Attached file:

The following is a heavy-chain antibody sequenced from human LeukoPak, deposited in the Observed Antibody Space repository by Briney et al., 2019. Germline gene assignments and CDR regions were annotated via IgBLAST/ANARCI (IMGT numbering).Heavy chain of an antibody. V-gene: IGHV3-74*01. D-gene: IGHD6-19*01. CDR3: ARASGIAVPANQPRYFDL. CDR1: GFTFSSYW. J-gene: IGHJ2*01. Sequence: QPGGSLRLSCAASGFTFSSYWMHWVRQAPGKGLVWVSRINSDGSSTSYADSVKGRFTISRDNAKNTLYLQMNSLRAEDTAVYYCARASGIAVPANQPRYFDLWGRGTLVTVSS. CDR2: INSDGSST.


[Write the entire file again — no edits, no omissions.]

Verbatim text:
The following is a heavy-chain antibody sequenced from human LeukoPak, deposited in the Observed Antibody Space repository by Briney et al., 2019. Germline gene assignments and CDR regions were annotated via IgBLAST/ANARCI (IMGT numbering).Heavy chain of an antibody. V-gene: IGHV3-74*01. D-gene: IGHD6-19*01. CDR3: ARASGIAVPANQPRYFDL. CDR1: GFTFSSYW. J-gene: IGHJ2*01. Sequence: QPGGSLRLSCAASGFTFSSYWMHWVRQAPGKGLVWVSRINSDGSSTSYADSVKGRFTISRDNAKNTLYLQMNSLRAEDTAVYYCARASGIAVPANQPRYFDLWGRGTLVTVSS. CDR2: INSDGSST.